Close Encounter

By -

It is early morning, with the fog-shrouded sky concealing the puny amount of sunlight on the horizon. I am walking my two large dogs on the wild lawn of Palo Alto’s main post office, constructed during the Great Depression and looking every bit worse for the wear. The dogs are both gnawing on long strands of grass, having found the very specific variety of plant that they seem to favor, and I gaze off into the parking lot on the other side of Hamilton Avenue.

A big black homeless guy (let’s called him BBHG) is standing in the middle of the empty lot, staring off to nothing in particular, then he looks up toward the grey sky. An imagined question from him enters my head: “Who am I? Why am I even here?” Just as quickly, my imagined answer comes from my inner voice: “You are the ears, eyes, touch, and voice of God. The hard part is that you actually have to act that way.”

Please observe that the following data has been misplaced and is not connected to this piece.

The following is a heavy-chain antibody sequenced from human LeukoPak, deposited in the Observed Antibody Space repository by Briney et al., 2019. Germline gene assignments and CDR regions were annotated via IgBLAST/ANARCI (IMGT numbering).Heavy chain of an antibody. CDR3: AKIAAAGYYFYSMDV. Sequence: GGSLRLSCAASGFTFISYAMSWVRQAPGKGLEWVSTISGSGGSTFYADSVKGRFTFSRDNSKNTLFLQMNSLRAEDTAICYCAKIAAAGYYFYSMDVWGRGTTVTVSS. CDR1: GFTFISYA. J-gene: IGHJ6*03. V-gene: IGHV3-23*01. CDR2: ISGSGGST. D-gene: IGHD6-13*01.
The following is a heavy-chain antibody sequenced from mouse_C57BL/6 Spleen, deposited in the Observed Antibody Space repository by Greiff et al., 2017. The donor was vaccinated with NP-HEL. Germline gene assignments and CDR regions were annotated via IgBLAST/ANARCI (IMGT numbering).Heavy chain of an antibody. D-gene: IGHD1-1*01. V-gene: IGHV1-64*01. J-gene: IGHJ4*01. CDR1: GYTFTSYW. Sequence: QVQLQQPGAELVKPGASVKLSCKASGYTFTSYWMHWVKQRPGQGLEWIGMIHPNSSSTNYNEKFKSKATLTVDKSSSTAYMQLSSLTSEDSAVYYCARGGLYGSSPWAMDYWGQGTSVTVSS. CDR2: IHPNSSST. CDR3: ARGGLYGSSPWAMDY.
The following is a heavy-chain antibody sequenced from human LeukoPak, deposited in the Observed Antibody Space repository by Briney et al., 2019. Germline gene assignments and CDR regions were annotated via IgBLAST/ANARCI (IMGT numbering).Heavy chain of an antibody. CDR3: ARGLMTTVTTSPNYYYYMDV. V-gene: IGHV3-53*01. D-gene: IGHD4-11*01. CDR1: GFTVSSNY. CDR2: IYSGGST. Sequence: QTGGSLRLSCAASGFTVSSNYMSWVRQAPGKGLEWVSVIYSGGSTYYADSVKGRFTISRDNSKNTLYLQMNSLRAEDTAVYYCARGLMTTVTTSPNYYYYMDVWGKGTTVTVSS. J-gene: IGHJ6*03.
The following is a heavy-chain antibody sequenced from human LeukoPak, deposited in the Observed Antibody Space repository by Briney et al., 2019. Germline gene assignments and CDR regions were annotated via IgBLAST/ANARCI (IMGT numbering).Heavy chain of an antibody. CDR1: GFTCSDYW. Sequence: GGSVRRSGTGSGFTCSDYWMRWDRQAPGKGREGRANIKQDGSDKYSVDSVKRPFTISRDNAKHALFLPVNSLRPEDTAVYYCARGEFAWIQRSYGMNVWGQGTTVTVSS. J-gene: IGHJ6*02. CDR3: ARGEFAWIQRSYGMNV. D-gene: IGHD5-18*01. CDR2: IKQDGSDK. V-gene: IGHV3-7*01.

So the dogs decide to move on, and the BBHG is ambling away from the parking lot, having never actually exchanged a single word with me. He crosses the street at a distance, and I cross the other way. Unexpectedly, he shouts out at me, this time with real words and not the fictional conversation in my head.

BBHG: “Which one you like better? The black one or the other one?”

Me: “The black one. She’s the love of my life.”

BBHG (laughing heartily): “I knew it! I knew you were going to say that! I like the other one.”

Me: “That’s because he’s pretty, but he’s obnoxious. He can fool people that way. I’ve got a white one at home that’s even worse.”

BBHG (turning serious): “You’ve got a sense of humor. That’s the trouble with people in this town. They don’t have a sense of humor.”

Me: “They think too much of themselves.”

BBHG: “You right! You right, man! You should write down whatever you think of!”

And so here we are.